Chicago to Portland to Evergreen Park!

Tomorrow, Friday, October 16, I will be speaking at the Chicago Festival of Faith on the topic of the Catechetical Message of Scripture.

E008189Then, it’s off to Portland, OR, for their Catechetical Conference at which I will deliver the keynote address and offer a workshop, both relating to The Catechist’s Toolbox.

And then, of course, it’s back home for Monday evening’s session of religious education with my 8th graders! I hope to finish walking the young people through the Bible, setting the stage for our unit on Jesus. We will also be distributing their Confirmation packets, which includes everything they need to do as part of their preparation for the Sacrament.

Please pray for me and I’ll be praying for you that we may effectively proclaim God’s Word wherever we go! Have a great weekend!

About Joe Paprocki 2391 Articles
Joe Paprocki, DMin, is National Consultant for Faith Formation at Loyola Press, where, in addition to his traveling/speaking responsibilities, he works on the development team for faith formation curriculum resources including Finding God: Our Response to God’s Gifts and God’s Gift: Reconciliation and Eucharist. Joe has more than 35 years of experience in ministry and has presented keynotes, presentations, and workshops in more than 100 dioceses in North America. Joe is a frequent presenter at national conferences including the Los Angeles Religious Education Congress, the Mid-Atlantic Congress, and the National Conference for Catechetical Leadership. He is the author of numerous books, including the best seller The Catechist’s Toolbox, A Church on the Move, Under the Influence of Jesus, and Called to Be Catholic—a bilingual, foundational supplemental program that helps young people know their faith and grow in their relationship with God. Joe is also the series editor for the Effective Catechetical Leader and blogs about his experiences in faith formation at www.catechistsjourney.com.

2 Comments on Chicago to Portland to Evergreen Park!

  1. Hi Joe.

    When you return, can you post something about this:

    Tonight was my second class. I have a freshman girl (I teach 8th grade as you know), and she missed our first class so this was her first class. Great kid really. Participates in discussion etc.

    Anyway, we were reading the precepts of the Church….which I pointed out were pretty cushy, relatively speaking. She asked me, “what if my family doesn’t go to church and I beg my parents not to go so that I don’t have to go?”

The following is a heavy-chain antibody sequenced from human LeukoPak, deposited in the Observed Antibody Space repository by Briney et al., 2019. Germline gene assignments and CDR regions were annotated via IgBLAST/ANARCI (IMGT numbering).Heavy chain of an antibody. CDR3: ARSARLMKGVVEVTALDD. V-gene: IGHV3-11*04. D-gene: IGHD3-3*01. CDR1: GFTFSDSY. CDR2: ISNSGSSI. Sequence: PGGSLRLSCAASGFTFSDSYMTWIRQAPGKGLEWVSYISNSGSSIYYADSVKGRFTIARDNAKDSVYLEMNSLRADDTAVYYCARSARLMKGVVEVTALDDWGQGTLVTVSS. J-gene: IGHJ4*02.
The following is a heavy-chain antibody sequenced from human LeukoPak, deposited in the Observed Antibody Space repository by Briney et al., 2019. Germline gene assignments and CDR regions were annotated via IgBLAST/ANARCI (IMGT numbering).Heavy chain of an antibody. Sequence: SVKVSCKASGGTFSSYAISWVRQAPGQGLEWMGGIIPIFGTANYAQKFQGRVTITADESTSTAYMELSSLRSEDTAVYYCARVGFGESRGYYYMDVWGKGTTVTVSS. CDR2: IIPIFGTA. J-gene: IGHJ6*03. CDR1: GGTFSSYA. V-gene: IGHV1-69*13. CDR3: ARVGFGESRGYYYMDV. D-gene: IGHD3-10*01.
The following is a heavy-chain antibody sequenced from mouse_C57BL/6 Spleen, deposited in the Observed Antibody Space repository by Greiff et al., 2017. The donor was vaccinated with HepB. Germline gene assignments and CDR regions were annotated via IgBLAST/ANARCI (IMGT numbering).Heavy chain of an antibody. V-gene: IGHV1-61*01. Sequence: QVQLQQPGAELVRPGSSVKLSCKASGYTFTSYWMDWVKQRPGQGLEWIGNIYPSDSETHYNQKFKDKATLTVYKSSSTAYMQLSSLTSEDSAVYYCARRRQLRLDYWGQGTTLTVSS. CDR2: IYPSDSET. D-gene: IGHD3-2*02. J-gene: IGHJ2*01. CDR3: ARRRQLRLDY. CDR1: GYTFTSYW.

I told her, and the class, that I view our class as a community (which I stated in the first class and again today) and that “we” can only control what goes on in our classroom. That we are just trying to form ourselves for later in life and do the best we can to follow Jesus’ example.

    After class, I asked her how she ended up as a freshman in this class. Her parents yanked her out of Religous Ed after 6th grade, then after a year, decided they needed to send her so they sent her to our parish (they were at another parish….this is my second student in this class, by the way, that didn’t like another parish’s RE program so sent them to ours…..I hadn’t realized this happens before now). I told her that regardless of going to Mass or not, hang in there and make the best of our group and our prayer times.

    Our second guided reflection (which I took from a Baptismal Promise post of yours from last school year) went fantastic.

    Let me know your thoughts on comments from kids like “I beg my parents not to go to church and I hate it here”.

    Thanks

    • Greg, sounds like you’ve established a good rapport with this young lady and that’s the first and most important step. When kids say things like they hate going to church or “beg their parents not to go because they don’t want to go,” they’re often testing you to see how you react. It’s important to not overreact but to respond patiently as you did. The task is not to debate them on the spot and convince them that they either go to church or risk eternal damnation, but rather to invite them to enter more deeply into the life of a faith community that believes that Sunday Eucharist is the key to salvation. Sounds to me like you are right on target with your response to her…an approach that may lead her to see her faith and the idea of going to Church in a whole new way – a real potential for conversion. Keep us informed with your/her progress!

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